Tehran/Washington : The US and Iran, during the second round of their ambassador-level talks in Baghdad, agreed Wednesday to set up a tripartite committee on the security situation in the troubled country, with Iraq as the third member.
Russian news agency RIA Novosti quoted an Iraqi official in Tehran saying that the two sides agreed to continue discussions at the experts level.
"During the seven hours of negotiations, ambassadors from Iran and the US agreed to continue debating Iraqi issues," the official said.
The talks between US ambassador to Iraq Ryan Crocker and his Iranian counterpart Hassan Kazemi Qomi, which began Tuesday, were hosted by Iraqi Prime Minister Nuri al-Maliki in his office inside Baghdad's fortified Green Zone. It was also attended by a delegation of Iraqi officials headed by Foreign Minister Hoshyar Zebari.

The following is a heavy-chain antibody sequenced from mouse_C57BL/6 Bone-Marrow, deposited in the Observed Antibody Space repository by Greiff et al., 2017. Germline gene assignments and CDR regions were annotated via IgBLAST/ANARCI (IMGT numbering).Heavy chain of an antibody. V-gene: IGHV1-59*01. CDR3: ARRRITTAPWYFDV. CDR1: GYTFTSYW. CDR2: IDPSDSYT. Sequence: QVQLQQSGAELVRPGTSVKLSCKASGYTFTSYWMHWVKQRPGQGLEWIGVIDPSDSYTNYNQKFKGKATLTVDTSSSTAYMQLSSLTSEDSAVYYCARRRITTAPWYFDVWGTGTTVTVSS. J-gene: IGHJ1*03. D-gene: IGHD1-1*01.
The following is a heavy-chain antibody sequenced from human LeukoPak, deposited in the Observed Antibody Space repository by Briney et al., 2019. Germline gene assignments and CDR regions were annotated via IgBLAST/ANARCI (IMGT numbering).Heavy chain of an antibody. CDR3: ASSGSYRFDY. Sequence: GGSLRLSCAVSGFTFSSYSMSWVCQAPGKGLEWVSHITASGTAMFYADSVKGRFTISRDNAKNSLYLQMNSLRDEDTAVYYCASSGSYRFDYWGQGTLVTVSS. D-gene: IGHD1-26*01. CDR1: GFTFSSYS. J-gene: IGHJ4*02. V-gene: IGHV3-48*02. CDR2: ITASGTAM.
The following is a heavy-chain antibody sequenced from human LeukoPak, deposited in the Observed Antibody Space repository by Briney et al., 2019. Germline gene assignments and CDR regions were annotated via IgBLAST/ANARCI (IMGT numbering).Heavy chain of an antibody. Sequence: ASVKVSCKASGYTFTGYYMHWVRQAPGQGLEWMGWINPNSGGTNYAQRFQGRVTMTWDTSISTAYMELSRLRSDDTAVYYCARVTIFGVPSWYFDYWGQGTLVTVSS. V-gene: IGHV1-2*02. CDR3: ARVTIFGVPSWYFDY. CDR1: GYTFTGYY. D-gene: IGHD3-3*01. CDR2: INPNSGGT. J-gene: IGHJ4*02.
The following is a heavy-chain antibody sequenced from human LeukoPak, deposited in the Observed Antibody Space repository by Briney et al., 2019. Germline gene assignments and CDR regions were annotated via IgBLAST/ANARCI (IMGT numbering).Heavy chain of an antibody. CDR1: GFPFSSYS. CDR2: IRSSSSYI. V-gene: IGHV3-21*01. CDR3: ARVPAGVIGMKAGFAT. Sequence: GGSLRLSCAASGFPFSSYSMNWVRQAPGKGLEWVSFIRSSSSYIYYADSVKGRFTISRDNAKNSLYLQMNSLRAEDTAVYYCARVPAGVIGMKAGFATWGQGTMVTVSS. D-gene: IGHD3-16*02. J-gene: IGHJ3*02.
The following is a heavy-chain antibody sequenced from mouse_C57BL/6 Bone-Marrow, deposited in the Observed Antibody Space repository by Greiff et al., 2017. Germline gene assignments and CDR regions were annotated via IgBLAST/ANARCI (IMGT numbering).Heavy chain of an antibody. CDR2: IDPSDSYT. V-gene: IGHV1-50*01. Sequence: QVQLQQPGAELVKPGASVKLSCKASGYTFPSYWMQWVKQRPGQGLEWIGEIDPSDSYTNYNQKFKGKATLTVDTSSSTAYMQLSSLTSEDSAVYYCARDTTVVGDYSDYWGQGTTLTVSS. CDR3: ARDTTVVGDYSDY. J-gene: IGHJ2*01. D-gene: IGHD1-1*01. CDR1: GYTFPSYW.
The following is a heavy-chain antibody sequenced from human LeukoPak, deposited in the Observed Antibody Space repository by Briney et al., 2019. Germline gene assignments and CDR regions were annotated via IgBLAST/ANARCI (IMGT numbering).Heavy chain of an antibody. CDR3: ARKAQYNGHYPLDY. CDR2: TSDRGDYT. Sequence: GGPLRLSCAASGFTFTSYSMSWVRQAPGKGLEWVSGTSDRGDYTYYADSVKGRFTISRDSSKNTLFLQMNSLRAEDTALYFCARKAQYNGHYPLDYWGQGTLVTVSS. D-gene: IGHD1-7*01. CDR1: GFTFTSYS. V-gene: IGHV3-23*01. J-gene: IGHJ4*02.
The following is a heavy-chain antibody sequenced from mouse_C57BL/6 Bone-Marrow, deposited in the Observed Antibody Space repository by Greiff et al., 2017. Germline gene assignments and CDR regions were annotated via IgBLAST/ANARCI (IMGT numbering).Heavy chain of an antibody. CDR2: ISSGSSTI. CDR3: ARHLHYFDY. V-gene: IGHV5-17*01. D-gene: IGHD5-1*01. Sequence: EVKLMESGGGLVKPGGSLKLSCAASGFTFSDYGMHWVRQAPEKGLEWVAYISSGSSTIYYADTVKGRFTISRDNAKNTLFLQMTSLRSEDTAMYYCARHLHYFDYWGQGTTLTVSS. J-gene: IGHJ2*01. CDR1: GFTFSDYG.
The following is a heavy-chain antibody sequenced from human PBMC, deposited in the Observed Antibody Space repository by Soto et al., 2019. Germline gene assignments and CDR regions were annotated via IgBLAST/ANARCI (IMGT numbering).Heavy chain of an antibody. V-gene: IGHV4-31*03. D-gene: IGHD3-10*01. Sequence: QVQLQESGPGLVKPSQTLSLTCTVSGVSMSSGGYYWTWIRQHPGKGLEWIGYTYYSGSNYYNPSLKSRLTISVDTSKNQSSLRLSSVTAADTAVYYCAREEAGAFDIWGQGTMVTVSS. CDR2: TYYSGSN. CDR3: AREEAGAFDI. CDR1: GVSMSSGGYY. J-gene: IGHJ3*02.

According to Chinese news agency Xinhua, Crocker described his talks with Qomi as "difficult discussions", noting that the difficulty stemmed from "the lack of clear action on the ground to back Iran's stated policy" that it wanted to see security normalised in Iraq.
There were arguments when he accused Iran of providing direct support to extremist militias – both training and actual weapons – and that Washington had "the proof", Crocker told Washington-based reporters over phone.
The US and Iran held a historic meeting May 28 that marked their first direct talks in 27 years. Since then, tensions have grown as both sides continue to hurl accusations at each other over their role in Iraq and in the region.